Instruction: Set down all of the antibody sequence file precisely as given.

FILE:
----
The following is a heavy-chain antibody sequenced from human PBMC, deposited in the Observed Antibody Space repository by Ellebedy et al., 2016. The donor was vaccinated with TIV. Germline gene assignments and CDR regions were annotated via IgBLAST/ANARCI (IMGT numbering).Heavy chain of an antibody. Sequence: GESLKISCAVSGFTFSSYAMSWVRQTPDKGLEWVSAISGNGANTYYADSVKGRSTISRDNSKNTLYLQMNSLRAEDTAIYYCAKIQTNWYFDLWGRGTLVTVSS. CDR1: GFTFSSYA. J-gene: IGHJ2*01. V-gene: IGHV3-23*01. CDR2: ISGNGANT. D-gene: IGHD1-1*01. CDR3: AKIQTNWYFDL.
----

The following is a heavy-chain antibody sequenced from human PBMC, deposited in the Observed Antibody Space repository by Ellebedy et al., 2016. The donor was vaccinated with TIV. Germline gene assignments and CDR regions were annotated via IgBLAST/ANARCI (IMGT numbering).Heavy chain of an antibody. Sequence: GESLKISCAVSGFTFSSYAMSWVRQTPDKGLEWVSAISGNGANTYYADSVKGRSTISRDNSKNTLYLQMNSLRAEDTAIYYCAKIQTNWYFDLWGRGTLVTVSS. CDR1: GFTFSSYA. J-gene: IGHJ2*01. V-gene: IGHV3-23*01. CDR2: ISGNGANT. D-gene: IGHD1-1*01. CDR3: AKIQTNWYFDL.